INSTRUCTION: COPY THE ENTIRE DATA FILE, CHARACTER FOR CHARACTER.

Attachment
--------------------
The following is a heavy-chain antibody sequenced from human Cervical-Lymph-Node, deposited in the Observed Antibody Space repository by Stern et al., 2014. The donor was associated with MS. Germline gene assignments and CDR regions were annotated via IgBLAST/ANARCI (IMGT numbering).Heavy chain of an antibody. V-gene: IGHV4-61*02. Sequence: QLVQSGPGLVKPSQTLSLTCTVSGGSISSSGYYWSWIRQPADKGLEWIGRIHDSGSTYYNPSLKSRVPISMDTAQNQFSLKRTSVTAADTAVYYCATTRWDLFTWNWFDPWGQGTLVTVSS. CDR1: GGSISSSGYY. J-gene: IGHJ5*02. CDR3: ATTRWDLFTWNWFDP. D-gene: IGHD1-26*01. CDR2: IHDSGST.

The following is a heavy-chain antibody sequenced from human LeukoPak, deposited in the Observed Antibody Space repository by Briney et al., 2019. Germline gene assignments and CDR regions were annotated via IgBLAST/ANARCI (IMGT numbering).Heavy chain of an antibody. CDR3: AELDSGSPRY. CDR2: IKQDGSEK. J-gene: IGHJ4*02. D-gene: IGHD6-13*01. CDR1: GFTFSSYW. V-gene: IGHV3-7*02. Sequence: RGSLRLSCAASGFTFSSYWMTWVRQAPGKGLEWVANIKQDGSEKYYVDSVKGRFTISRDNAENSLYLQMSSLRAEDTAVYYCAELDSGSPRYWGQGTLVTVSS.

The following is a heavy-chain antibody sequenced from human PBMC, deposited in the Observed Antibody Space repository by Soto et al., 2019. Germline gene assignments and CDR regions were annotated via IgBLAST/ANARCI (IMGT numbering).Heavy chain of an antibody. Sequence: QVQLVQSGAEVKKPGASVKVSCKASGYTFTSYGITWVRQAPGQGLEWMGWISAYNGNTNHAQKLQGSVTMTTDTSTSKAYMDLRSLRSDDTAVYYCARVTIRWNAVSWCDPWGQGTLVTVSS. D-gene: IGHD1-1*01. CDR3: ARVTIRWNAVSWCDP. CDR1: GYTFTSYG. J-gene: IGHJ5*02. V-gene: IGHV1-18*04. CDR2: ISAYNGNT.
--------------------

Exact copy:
The following is a heavy-chain antibody sequenced from human Cervical-Lymph-Node, deposited in the Observed Antibody Space repository by Stern et al., 2014. The donor was associated with MS. Germline gene assignments and CDR regions were annotated via IgBLAST/ANARCI (IMGT numbering).Heavy chain of an antibody. V-gene: IGHV4-61*02. Sequence: QLVQSGPGLVKPSQTLSLTCTVSGGSISSSGYYWSWIRQPADKGLEWIGRIHDSGSTYYNPSLKSRVPISMDTAQNQFSLKRTSVTAADTAVYYCATTRWDLFTWNWFDPWGQGTLVTVSS. CDR1: GGSISSSGYY. J-gene: IGHJ5*02. CDR3: ATTRWDLFTWNWFDP. D-gene: IGHD1-26*01. CDR2: IHDSGST.

The following is a heavy-chain antibody sequenced from human LeukoPak, deposited in the Observed Antibody Space repository by Briney et al., 2019. Germline gene assignments and CDR regions were annotated via IgBLAST/ANARCI (IMGT numbering).Heavy chain of an antibody. CDR3: AELDSGSPRY. CDR2: IKQDGSEK. J-gene: IGHJ4*02. D-gene: IGHD6-13*01. CDR1: GFTFSSYW. V-gene: IGHV3-7*02. Sequence: RGSLRLSCAASGFTFSSYWMTWVRQAPGKGLEWVANIKQDGSEKYYVDSVKGRFTISRDNAENSLYLQMSSLRAEDTAVYYCAELDSGSPRYWGQGTLVTVSS.

The following is a heavy-chain antibody sequenced from human PBMC, deposited in the Observed Antibody Space repository by Soto et al., 2019. Germline gene assignments and CDR regions were annotated via IgBLAST/ANARCI (IMGT numbering).Heavy chain of an antibody. Sequence: QVQLVQSGAEVKKPGASVKVSCKASGYTFTSYGITWVRQAPGQGLEWMGWISAYNGNTNHAQKLQGSVTMTTDTSTSKAYMDLRSLRSDDTAVYYCARVTIRWNAVSWCDPWGQGTLVTVSS. D-gene: IGHD1-1*01. CDR3: ARVTIRWNAVSWCDP. CDR1: GYTFTSYG. J-gene: IGHJ5*02. V-gene: IGHV1-18*04. CDR2: ISAYNGNT.